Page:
“What grade are you in?” I asked the older girl in the girl’s rest room.
“I am a sophomore,” she replied.
“How did you make it this far?” I asked.
She looked at me a little funny and proceeded to turn and walk out the door.
It was 1960, my first year of high school. There was no middle school then and ninth graders were the bottom of the totem pole. I was apprehensive at the least, and outright scared to death at the most. I was not convinced that I could make it in this mysterious world of high school. One of the reasons for this fear was because my sister had found it difficult to the point that she quit school at the age of 16.
So, I studied hard, stayed close to my two friends, Mary and Sharon, and tried very hard to understand this new social world of clubs, cliques, cheer leaders, and popular groups.
My two friends were my lifeline, so when at the end of my freshman year I learned they would not be there the next I was devastated. My friend Sharon was moving to Nebraska, and Mary was dropping out of school to get married.
What would I do? When the new school year came I had no friends, and was not looking forward to this year. Then a wonderful thing happened. While waiting to go into the building on the first day of our sophomore year, I noticed a big ole ring on the finger of a classmate from the year before. I asked her about her steady, we started talking and became close friends.
We shared the best bologna sandwiches and wedding cookies after school at her house. We spent most Saturdays just talking about boys, going for walks, trying to play tennis at the local park, or learning how to bowl at the neighborhood bowling ally. When she didn’t have a date with her steady we would go to the skating rink, to a movie, or have hair-do sleepovers.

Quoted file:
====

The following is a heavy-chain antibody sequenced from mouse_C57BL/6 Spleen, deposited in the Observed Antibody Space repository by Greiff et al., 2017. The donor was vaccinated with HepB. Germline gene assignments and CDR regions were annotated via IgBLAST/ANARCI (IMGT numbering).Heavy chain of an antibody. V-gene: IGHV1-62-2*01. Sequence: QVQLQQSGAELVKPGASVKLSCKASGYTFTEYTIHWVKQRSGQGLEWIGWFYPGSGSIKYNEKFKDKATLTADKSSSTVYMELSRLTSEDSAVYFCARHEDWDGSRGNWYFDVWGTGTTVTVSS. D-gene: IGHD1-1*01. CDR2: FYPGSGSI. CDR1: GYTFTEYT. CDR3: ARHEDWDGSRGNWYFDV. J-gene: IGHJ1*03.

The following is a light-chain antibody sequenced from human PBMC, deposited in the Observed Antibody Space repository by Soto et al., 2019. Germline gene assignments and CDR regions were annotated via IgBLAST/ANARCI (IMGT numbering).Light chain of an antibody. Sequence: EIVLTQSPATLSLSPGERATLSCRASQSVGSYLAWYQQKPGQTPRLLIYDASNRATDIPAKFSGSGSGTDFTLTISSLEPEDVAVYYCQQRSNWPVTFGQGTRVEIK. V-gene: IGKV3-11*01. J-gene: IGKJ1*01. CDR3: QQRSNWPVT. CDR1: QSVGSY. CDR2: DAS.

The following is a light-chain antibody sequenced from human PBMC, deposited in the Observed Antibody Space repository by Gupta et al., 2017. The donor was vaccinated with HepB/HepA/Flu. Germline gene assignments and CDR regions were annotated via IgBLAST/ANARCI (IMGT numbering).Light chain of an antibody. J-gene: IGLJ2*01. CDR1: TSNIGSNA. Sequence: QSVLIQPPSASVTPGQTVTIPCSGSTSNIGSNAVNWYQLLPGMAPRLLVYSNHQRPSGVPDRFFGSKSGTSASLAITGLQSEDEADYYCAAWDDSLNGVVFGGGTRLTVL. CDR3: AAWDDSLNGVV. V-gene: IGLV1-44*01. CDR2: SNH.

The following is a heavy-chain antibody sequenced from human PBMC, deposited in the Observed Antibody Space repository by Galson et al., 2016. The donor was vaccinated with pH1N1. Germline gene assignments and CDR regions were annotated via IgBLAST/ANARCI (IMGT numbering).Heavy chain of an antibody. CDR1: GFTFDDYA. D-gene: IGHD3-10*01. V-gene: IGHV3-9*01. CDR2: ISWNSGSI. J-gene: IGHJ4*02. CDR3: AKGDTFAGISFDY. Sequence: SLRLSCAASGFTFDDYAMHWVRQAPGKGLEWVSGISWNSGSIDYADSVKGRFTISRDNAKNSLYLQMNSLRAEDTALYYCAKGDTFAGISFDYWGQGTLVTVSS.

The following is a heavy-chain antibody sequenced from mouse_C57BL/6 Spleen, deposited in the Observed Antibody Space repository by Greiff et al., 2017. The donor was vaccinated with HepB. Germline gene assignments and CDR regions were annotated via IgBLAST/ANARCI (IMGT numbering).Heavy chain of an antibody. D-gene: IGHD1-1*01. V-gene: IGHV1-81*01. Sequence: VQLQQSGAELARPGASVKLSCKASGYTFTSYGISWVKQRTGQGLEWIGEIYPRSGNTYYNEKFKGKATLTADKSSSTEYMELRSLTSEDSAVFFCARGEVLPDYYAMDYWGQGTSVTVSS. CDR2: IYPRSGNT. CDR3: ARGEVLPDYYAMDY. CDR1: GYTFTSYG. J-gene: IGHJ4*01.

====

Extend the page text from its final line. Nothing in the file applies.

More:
I would love to tell you all the many things Kathy and I went through during those three short years, but maybe another time or story. I can tell you, however, that she was the best friend anyone could hope for, and remains so even these 50 years later. I think present day vernacular is BFF.
The moral of this little story is that when God closes one door He will always open another. Also, just because those who go before may be dropouts, and just because those closest to you may also dropout, it doesn’t mean you will be one too. It is all in the heart and what you want for your life is what matters.
Everyone is different, and God had an individual plan for my life. I like to think He gave me a thing called “sticktuitiveness”, but actually my entire life is one big gift of grace. I want to give Him all the glory, for as I look back I can see how He has worked all things out for my good and to bring about His purposes. (Romans 8:28)
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